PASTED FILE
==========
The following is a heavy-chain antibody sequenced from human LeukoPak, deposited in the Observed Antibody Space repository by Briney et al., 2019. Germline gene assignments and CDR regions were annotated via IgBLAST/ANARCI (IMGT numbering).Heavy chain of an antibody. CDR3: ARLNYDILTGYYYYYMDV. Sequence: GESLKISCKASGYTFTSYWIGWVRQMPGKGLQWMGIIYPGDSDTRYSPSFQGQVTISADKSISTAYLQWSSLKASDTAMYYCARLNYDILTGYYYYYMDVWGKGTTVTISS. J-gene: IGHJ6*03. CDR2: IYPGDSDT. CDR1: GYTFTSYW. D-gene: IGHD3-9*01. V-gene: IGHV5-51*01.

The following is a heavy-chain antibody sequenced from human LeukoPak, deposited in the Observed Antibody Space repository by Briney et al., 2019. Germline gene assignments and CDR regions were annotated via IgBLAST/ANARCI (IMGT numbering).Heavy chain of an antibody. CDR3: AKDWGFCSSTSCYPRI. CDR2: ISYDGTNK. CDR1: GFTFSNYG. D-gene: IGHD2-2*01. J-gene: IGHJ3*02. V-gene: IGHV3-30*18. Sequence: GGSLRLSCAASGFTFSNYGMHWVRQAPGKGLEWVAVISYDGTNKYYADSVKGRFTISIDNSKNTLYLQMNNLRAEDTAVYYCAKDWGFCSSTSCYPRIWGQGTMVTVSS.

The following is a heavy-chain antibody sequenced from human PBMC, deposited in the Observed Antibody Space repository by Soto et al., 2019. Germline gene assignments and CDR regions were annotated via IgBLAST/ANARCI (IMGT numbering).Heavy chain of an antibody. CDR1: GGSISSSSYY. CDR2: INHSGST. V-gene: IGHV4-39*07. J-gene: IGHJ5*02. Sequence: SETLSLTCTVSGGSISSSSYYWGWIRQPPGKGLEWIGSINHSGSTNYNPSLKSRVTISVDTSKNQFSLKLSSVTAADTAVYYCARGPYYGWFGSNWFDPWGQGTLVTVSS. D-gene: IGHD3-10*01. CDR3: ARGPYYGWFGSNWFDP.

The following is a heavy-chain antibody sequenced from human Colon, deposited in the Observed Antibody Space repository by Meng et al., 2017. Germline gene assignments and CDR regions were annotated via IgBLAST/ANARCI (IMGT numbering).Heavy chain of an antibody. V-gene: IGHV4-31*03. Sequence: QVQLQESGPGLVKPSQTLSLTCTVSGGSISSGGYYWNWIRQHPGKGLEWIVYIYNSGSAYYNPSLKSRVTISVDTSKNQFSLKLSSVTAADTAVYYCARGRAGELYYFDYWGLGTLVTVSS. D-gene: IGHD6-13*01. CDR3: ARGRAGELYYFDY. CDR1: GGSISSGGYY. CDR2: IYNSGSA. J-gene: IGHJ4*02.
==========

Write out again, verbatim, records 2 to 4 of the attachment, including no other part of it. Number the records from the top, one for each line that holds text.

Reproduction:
The following is a heavy-chain antibody sequenced from human LeukoPak, deposited in the Observed Antibody Space repository by Briney et al., 2019. Germline gene assignments and CDR regions were annotated via IgBLAST/ANARCI (IMGT numbering).Heavy chain of an antibody. CDR3: AKDWGFCSSTSCYPRI. CDR2: ISYDGTNK. CDR1: GFTFSNYG. D-gene: IGHD2-2*01. J-gene: IGHJ3*02. V-gene: IGHV3-30*18. Sequence: GGSLRLSCAASGFTFSNYGMHWVRQAPGKGLEWVAVISYDGTNKYYADSVKGRFTISIDNSKNTLYLQMNNLRAEDTAVYYCAKDWGFCSSTSCYPRIWGQGTMVTVSS.

The following is a heavy-chain antibody sequenced from human PBMC, deposited in the Observed Antibody Space repository by Soto et al., 2019. Germline gene assignments and CDR regions were annotated via IgBLAST/ANARCI (IMGT numbering).Heavy chain of an antibody. CDR1: GGSISSSSYY. CDR2: INHSGST. V-gene: IGHV4-39*07. J-gene: IGHJ5*02. Sequence: SETLSLTCTVSGGSISSSSYYWGWIRQPPGKGLEWIGSINHSGSTNYNPSLKSRVTISVDTSKNQFSLKLSSVTAADTAVYYCARGPYYGWFGSNWFDPWGQGTLVTVSS. D-gene: IGHD3-10*01. CDR3: ARGPYYGWFGSNWFDP.

The following is a heavy-chain antibody sequenced from human Colon, deposited in the Observed Antibody Space repository by Meng et al., 2017. Germline gene assignments and CDR regions were annotated via IgBLAST/ANARCI (IMGT numbering).Heavy chain of an antibody. V-gene: IGHV4-31*03. Sequence: QVQLQESGPGLVKPSQTLSLTCTVSGGSISSGGYYWNWIRQHPGKGLEWIVYIYNSGSAYYNPSLKSRVTISVDTSKNQFSLKLSSVTAADTAVYYCARGRAGELYYFDYWGLGTLVTVSS. D-gene: IGHD6-13*01. CDR3: ARGRAGELYYFDY. CDR1: GGSISSGGYY. CDR2: IYNSGSA. J-gene: IGHJ4*02.